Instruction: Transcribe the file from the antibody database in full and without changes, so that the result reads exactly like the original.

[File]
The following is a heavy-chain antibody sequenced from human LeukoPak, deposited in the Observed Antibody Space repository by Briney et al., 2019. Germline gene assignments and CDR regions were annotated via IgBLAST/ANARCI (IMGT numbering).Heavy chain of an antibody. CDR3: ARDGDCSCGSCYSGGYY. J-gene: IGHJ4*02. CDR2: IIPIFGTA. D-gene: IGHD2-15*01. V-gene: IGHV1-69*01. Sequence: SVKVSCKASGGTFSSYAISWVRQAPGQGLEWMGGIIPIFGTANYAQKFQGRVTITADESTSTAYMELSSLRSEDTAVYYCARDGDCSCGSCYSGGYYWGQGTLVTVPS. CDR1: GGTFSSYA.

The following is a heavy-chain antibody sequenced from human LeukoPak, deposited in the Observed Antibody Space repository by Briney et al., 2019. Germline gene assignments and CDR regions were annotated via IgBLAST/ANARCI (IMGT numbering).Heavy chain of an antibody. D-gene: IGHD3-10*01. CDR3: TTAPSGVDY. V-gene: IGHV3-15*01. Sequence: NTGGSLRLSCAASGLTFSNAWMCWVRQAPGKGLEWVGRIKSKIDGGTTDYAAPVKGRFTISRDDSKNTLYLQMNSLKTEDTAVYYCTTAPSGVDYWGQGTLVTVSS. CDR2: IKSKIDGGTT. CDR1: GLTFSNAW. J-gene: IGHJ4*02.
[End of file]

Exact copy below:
The following is a heavy-chain antibody sequenced from human LeukoPak, deposited in the Observed Antibody Space repository by Briney et al., 2019. Germline gene assignments and CDR regions were annotated via IgBLAST/ANARCI (IMGT numbering).Heavy chain of an antibody. CDR3: ARDGDCSCGSCYSGGYY. J-gene: IGHJ4*02. CDR2: IIPIFGTA. D-gene: IGHD2-15*01. V-gene: IGHV1-69*01. Sequence: SVKVSCKASGGTFSSYAISWVRQAPGQGLEWMGGIIPIFGTANYAQKFQGRVTITADESTSTAYMELSSLRSEDTAVYYCARDGDCSCGSCYSGGYYWGQGTLVTVPS. CDR1: GGTFSSYA.

The following is a heavy-chain antibody sequenced from human LeukoPak, deposited in the Observed Antibody Space repository by Briney et al., 2019. Germline gene assignments and CDR regions were annotated via IgBLAST/ANARCI (IMGT numbering).Heavy chain of an antibody. D-gene: IGHD3-10*01. CDR3: TTAPSGVDY. V-gene: IGHV3-15*01. Sequence: NTGGSLRLSCAASGLTFSNAWMCWVRQAPGKGLEWVGRIKSKIDGGTTDYAAPVKGRFTISRDDSKNTLYLQMNSLKTEDTAVYYCTTAPSGVDYWGQGTLVTVSS. CDR2: IKSKIDGGTT. CDR1: GLTFSNAW. J-gene: IGHJ4*02.